Stakeholders in Adventist education―teachers, administrators, church leaders, pastors, parents, alumni, and parishioners―have noted with growing concern the gradual decline of enrollment in K-12 Adventist schools in the North American Division (NAD) over the past few decades (see Figure 1). In 2014, the highest level of administration within the North American Division (NAD) charged a select group―the NAD Education Taskforce (NADET)--with assessing the state of the division’s K-12 educational system and making recommendations that could strengthen and improve the schools. The members of the NADET spent hundreds of hours in videoconferences and focus groups examining issues and seeking out solutions that could possibly plug the holes in the proverbial “sinking ship.” There must be a cause, a reason for low enrollment, they reasoned, and there seemed to be no better place to point that finger than at things the schools supposedly lacked—quality, or innovation, or . . . something.

These conversations have been mirrored at the local level as well. As a former teacher and principal in the Adventist school system, I’ve sat through many board meetings in which my school, my staff, and/or my curriculum were all under intense scrutiny, and our efficacy was called into question. Concerned parents and church members were always quick to reference the other private schools in the area, encouraging us to mimic their style or type of education in order to draw more students to our campus. I recall one particularly enthusiastic parent sitting down in my office to detail his plan of starting a Christian drama program through our school and the throngs of new families who would allegedly flock to our campus as a result.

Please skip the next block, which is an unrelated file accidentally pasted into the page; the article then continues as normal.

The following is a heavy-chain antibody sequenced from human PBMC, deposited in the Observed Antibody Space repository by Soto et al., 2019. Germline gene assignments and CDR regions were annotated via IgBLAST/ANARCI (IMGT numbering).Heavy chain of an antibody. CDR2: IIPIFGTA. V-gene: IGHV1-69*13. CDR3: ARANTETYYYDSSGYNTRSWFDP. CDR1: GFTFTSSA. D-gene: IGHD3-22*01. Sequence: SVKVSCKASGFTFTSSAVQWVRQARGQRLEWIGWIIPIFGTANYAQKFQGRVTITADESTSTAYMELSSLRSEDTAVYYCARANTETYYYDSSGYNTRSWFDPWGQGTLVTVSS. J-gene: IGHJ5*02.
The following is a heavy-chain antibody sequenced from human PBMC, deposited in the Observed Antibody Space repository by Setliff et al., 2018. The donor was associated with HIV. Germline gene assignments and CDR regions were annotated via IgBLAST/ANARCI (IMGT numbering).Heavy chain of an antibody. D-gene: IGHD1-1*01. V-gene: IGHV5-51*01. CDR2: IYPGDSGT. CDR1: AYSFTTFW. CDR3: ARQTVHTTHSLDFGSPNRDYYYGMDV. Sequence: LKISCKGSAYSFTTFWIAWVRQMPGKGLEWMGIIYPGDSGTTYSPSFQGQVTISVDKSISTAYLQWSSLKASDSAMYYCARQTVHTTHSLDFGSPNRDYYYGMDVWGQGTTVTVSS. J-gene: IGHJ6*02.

These well-meaning suggestions were not necessarily wrong. As with any system or institution, there will always be faults or areas for improvement. However, I began to wonder if blame was being cast in the wrong direction. What if the quality of our schools has not changed? What if it is the characteristics of the churchgoing member that have changed? What if Adventist education is simply not a priority within our denominational culture anymore?

In that same aforementioned principal’s office in which I used to work, I also would often be regaled with tales from constituents about their parents or grandparents who had worked three jobs to ensure that their children could receive an Adventist education. I heard story after story about the heroic, herculean efforts by these staunch church members to keep their child attending an Adventist school, including moving their family to be physically closer to a church school or, in one case, literally building a new school, brick by brick, on the local church property with their personal funds.